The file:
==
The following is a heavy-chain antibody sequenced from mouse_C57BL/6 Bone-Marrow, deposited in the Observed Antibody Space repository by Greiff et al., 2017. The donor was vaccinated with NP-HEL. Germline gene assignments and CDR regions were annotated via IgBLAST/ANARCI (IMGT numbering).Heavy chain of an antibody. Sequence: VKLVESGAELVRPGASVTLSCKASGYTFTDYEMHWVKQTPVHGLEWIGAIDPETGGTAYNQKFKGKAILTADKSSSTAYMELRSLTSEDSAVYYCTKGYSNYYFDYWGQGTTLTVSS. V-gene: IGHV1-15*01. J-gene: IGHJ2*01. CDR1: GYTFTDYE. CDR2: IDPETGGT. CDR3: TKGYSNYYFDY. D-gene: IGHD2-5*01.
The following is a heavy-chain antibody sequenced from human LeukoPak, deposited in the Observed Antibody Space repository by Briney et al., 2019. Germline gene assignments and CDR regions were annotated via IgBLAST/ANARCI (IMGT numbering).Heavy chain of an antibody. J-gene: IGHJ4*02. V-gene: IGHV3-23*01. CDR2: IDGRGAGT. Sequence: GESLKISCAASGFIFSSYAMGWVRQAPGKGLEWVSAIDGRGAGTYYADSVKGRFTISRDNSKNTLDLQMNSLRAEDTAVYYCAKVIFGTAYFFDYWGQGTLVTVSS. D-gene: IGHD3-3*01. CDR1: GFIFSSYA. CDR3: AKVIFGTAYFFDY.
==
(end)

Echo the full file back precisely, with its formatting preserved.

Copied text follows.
The following is a heavy-chain antibody sequenced from mouse_C57BL/6 Bone-Marrow, deposited in the Observed Antibody Space repository by Greiff et al., 2017. The donor was vaccinated with NP-HEL. Germline gene assignments and CDR regions were annotated via IgBLAST/ANARCI (IMGT numbering).Heavy chain of an antibody. Sequence: VKLVESGAELVRPGASVTLSCKASGYTFTDYEMHWVKQTPVHGLEWIGAIDPETGGTAYNQKFKGKAILTADKSSSTAYMELRSLTSEDSAVYYCTKGYSNYYFDYWGQGTTLTVSS. V-gene: IGHV1-15*01. J-gene: IGHJ2*01. CDR1: GYTFTDYE. CDR2: IDPETGGT. CDR3: TKGYSNYYFDY. D-gene: IGHD2-5*01.
The following is a heavy-chain antibody sequenced from human LeukoPak, deposited in the Observed Antibody Space repository by Briney et al., 2019. Germline gene assignments and CDR regions were annotated via IgBLAST/ANARCI (IMGT numbering).Heavy chain of an antibody. J-gene: IGHJ4*02. V-gene: IGHV3-23*01. CDR2: IDGRGAGT. Sequence: GESLKISCAASGFIFSSYAMGWVRQAPGKGLEWVSAIDGRGAGTYYADSVKGRFTISRDNSKNTLDLQMNSLRAEDTAVYYCAKVIFGTAYFFDYWGQGTLVTVSS. D-gene: IGHD3-3*01. CDR1: GFIFSSYA. CDR3: AKVIFGTAYFFDY.